Differences between brain structures in nuclear translocation and DNA binding of the glucocorticoid receptor during stress and the circadian cycle

Authors

  • Pierre Kitchener,

    1. INSERM U588, Laboratoire de Physiopathologie du Comportement, Université Bordeaux 2, Domaine de carreire, rue Camille Saint Saëns, 33077 Bordeaux Cedex, France
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  • Francesco Di Blasi,

    1. INSERM U588, Laboratoire de Physiopathologie du Comportement, Université Bordeaux 2, Domaine de carreire, rue Camille Saint Saëns, 33077 Bordeaux Cedex, France
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  • Emiliana Borrelli,

    1. Institut de Génétique et de Biologie Moléculaire et Cellulaire, INSERM, CNRS, Université Louis Pasteur, 67404 Illkirch Cedex, France
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  • Pier Vincenzo Piazza

    1. INSERM U588, Laboratoire de Physiopathologie du Comportement, Université Bordeaux 2, Domaine de carreire, rue Camille Saint Saëns, 33077 Bordeaux Cedex, France
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: Dr P. V. Piazza, as above.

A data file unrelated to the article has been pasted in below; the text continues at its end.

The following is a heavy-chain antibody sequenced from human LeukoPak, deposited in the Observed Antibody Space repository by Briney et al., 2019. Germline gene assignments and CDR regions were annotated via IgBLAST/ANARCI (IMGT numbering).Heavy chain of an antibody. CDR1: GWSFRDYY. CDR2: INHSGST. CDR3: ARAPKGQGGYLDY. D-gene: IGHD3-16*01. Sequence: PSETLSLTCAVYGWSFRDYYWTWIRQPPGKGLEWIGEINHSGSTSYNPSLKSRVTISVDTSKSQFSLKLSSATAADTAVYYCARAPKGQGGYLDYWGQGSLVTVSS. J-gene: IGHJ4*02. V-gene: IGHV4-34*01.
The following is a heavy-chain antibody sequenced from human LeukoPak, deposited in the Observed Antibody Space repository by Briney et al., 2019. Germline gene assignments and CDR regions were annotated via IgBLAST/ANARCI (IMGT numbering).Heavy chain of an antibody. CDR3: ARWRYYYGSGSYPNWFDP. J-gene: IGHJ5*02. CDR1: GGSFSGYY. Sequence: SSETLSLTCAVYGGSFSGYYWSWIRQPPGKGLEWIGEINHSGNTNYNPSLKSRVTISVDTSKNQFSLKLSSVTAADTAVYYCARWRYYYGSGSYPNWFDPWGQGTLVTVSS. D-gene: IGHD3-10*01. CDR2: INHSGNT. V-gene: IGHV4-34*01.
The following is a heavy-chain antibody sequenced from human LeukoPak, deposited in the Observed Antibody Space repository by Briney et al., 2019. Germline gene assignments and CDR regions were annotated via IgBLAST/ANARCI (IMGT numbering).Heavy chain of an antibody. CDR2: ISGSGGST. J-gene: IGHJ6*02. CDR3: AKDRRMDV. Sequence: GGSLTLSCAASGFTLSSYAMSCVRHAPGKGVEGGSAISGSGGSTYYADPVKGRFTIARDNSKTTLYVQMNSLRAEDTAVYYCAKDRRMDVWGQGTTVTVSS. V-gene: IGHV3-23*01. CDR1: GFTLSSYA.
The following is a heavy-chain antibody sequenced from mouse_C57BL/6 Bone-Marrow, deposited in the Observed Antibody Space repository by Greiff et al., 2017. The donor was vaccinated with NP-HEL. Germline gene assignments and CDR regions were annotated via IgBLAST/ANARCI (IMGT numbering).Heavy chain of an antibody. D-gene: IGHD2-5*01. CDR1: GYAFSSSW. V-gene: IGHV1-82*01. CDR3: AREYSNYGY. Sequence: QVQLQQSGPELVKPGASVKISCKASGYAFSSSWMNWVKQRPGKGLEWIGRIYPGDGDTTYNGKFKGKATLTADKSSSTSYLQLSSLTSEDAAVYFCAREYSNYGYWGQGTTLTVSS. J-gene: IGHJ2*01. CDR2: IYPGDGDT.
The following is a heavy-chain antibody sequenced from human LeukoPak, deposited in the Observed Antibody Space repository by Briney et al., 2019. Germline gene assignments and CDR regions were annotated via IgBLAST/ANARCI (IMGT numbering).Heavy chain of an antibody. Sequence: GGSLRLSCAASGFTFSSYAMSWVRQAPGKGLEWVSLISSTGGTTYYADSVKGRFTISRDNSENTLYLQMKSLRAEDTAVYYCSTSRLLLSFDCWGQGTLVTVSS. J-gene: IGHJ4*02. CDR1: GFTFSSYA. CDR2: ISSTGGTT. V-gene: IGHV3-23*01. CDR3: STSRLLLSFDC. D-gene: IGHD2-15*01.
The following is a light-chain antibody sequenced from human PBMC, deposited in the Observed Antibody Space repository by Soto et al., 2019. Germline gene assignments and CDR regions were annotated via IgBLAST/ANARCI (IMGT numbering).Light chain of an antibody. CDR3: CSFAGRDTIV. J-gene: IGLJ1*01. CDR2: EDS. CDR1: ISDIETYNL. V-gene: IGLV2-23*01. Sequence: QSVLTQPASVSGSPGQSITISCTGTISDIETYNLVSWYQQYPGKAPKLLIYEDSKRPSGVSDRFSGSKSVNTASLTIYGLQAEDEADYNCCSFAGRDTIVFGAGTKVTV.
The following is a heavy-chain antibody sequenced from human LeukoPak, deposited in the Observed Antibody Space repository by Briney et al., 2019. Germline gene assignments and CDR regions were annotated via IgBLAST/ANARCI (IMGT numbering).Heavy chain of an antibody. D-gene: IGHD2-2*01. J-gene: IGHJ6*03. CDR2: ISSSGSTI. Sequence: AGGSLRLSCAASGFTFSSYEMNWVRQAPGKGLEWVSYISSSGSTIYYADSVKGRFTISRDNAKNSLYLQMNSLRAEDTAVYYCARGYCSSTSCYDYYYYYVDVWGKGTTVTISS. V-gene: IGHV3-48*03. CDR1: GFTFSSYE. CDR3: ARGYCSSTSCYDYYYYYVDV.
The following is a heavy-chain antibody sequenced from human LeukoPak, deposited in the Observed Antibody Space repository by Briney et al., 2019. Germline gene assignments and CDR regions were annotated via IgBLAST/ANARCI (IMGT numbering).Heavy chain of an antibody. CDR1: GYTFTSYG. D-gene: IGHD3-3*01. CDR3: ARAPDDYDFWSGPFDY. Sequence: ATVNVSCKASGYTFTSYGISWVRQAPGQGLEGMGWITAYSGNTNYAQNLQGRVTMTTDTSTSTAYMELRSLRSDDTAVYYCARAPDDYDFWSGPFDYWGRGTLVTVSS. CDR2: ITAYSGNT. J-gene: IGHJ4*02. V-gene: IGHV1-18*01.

E-mail: Pier-Vincenzo.Piazza@bordeaux.inserm.fr

Abstract

Glucocorticoid receptors (GRs) are transcription factors that, upon activation by glucocorticoids, translocate to the cell nucleus, and bind to specific response elements (GREs) in the promoter region of target genes. We analysed stress- and circadian-induced changes in nuclear translocation and GRE binding of GRs in the hippocampus and the prefrontal cortex of the rat brain. Nuclear translocation and binding to GRE were measured in nuclear extracts by Western blot and gel shift, respectively. When glucocorticoid levels were low, as during the light period of the circadian cycle, nuclear GRs and GRE binding were almost undetectable. However, the increase in glucocorticoid levels observed during the dark phase of the circadian cycle or after stress induced a massive nuclear translocation of GRs and GRE binding. These effects were corticosterone-dependent because they were suppressed by adrenalectomy and restored by the injection of corticosterone. Furthermore, GR translocation and GRE binding were of higher amplitude or lasted longer in the hippocampus than in the prefrontal cortex. By contrast, extracellular levels of glucocorticoids, measured by microdialysis in freely moving animals, were identical in the two structures. These results suggest that specific intracellular regulations of GR activity contribute to differentiate the effects of glucocorticoids in different regions of the brain.

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